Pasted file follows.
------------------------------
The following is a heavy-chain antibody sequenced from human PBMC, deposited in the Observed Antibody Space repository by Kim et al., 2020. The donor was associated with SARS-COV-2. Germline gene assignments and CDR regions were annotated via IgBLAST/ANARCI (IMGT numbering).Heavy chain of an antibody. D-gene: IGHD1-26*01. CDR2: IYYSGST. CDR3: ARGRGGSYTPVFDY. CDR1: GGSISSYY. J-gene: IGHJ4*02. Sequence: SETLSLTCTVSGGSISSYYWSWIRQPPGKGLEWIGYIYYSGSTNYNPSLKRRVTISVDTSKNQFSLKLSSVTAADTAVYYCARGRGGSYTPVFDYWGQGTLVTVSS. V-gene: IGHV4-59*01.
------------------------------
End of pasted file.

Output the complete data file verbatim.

The following is a heavy-chain antibody sequenced from human PBMC, deposited in the Observed Antibody Space repository by Kim et al., 2020. The donor was associated with SARS-COV-2. Germline gene assignments and CDR regions were annotated via IgBLAST/ANARCI (IMGT numbering).Heavy chain of an antibody. D-gene: IGHD1-26*01. CDR2: IYYSGST. CDR3: ARGRGGSYTPVFDY. CDR1: GGSISSYY. J-gene: IGHJ4*02. Sequence: SETLSLTCTVSGGSISSYYWSWIRQPPGKGLEWIGYIYYSGSTNYNPSLKRRVTISVDTSKNQFSLKLSSVTAADTAVYYCARGRGGSYTPVFDYWGQGTLVTVSS. V-gene: IGHV4-59*01.